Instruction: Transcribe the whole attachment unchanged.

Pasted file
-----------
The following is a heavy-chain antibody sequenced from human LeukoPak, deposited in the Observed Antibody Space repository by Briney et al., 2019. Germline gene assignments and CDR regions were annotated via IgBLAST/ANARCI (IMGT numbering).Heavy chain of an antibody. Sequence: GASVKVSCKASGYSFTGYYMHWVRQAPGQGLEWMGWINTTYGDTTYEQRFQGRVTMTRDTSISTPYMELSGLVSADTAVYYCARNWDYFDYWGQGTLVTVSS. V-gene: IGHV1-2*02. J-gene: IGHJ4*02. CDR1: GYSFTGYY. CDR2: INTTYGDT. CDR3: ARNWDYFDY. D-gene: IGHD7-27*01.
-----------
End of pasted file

The following is a heavy-chain antibody sequenced from human LeukoPak, deposited in the Observed Antibody Space repository by Briney et al., 2019. Germline gene assignments and CDR regions were annotated via IgBLAST/ANARCI (IMGT numbering).Heavy chain of an antibody. Sequence: GASVKVSCKASGYSFTGYYMHWVRQAPGQGLEWMGWINTTYGDTTYEQRFQGRVTMTRDTSISTPYMELSGLVSADTAVYYCARNWDYFDYWGQGTLVTVSS. V-gene: IGHV1-2*02. J-gene: IGHJ4*02. CDR1: GYSFTGYY. CDR2: INTTYGDT. CDR3: ARNWDYFDY. D-gene: IGHD7-27*01.